At the top of the “you don’t want to live here” list is El Centro , CA, because it has the highest unemployment rate in the country—at 27.5%, it’s just ahead of Yuma, AZ. Of course, the city’s location just over the Mexican border means the unemployed are mostly field laborers, with fluctuating employment rates typical for that sector.

Los Angeles made the list because of its terrible pollution, but is cited for its awful traffic problems too. Perhaps the two are related?

On the top ten worst real estate markets, California can boast numbers three through seven, with Modesto, Merced, Riverside, Stockton and Vellejo, respectively. But that’s not all—Bakersfield takes the number nine spot, too. Yes, California is a mess, with state budget cuts helping to drive unemployment rates in these cities to between 15.7% and 17.3%.

What doesn’t happen in Vegas? Jobs!
Las Vegas also shows up on both lists: it’s number one for worst real estate market, and number four for worst city to live. With neighborhoods standing completely empty and a 12% foreclosure rate for 2009, home prices continue to fall. Paired with an unemployment rate of 14.5 %, there’s not much happiness going around in Vegas.

Over on the east coast, Florida is represented on both lists; with Miami number nine in worst places to live; Cape Coral-Fort Myers and Port St. Lucie showing up as numbers two and ten for worst housing markets. Miami is right behind Detroit on Children’s Health magazine as worst place to raise a family, due to crime, education, economics, cultural attractions and health issues. On top of that, there have been nearly 40,000 foreclosures in Miami. Just up the road, Port St. Lucie’s high unemployment rate at 13.4% and foreclosures at 3.05% make for one tough real estate market.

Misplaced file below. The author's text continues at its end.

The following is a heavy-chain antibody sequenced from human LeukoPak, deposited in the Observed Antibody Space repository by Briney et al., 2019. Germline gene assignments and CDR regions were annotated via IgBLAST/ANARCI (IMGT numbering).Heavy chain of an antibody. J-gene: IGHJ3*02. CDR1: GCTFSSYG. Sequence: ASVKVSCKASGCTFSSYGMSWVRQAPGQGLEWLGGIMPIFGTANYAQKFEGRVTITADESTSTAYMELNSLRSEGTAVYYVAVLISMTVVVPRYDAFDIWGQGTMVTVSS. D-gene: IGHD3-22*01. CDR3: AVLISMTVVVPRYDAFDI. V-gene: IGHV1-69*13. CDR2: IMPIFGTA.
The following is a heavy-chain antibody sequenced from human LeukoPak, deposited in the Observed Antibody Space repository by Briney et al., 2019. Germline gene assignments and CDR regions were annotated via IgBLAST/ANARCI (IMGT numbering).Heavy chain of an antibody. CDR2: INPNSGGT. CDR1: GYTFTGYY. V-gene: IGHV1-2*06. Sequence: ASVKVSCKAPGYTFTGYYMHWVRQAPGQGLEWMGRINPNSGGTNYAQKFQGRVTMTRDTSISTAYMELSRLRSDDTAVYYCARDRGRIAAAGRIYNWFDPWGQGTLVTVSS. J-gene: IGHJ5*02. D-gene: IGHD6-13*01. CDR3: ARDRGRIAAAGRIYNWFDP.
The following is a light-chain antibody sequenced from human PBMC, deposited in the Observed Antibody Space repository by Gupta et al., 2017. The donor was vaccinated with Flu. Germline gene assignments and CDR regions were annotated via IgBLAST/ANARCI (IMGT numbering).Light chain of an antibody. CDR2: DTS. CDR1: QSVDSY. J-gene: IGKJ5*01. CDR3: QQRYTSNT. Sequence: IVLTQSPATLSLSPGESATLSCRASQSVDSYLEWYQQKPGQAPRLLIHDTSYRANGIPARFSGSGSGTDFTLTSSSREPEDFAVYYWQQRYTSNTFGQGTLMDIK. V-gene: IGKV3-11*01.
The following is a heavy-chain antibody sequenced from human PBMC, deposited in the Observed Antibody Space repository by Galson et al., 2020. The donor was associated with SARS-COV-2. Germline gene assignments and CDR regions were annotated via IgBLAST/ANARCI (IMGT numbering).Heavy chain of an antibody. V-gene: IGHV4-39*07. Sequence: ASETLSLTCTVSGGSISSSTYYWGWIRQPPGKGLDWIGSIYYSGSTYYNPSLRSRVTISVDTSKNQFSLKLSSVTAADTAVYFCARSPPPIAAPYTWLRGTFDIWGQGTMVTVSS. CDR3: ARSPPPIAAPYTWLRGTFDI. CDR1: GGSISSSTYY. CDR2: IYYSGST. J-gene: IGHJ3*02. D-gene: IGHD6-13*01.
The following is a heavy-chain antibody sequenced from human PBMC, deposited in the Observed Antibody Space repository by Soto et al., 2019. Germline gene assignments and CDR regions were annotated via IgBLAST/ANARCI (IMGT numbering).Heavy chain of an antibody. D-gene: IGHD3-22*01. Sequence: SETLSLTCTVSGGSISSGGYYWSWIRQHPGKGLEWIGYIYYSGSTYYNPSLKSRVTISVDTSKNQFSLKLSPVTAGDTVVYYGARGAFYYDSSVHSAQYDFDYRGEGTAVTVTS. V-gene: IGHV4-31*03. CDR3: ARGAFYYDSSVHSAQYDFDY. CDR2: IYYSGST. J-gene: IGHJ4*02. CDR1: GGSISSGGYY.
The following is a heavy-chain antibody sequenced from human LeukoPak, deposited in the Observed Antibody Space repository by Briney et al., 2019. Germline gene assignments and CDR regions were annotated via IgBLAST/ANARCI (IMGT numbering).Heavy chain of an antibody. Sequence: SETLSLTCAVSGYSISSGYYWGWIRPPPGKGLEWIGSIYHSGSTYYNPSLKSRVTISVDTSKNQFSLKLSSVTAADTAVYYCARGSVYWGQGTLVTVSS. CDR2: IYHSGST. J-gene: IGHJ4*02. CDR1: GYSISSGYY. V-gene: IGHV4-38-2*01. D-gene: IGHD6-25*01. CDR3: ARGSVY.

Lists like these can work to a real estate investor’s advantage. Some experienced landlords (with nerves of steel) have experienced success by purchasing investment property in down markets. Reports of $10,000 homes in Detroit, MI (number three on the list of worst places to live) are common. And as the auto industry begins its rebound, the up-and-down cycle could be turning up again. Smart investors tread carefully into depressed markets, with eyes wide open, looking for deals.

Waiting for the Right Tenant

Posted by Teresa on August 4, 2010 under Landlord and Tenant FAQs, Landlord Tips | icon: commentBe the First to Comment

tenatscreeningblog.comWhen rental units sit empty and you’re starting to feel desperate, it can be tempting to lower your standards and sign a lease with the first tenant who shows you the money. Experienced landlords might remember doing just that—and living to regret it.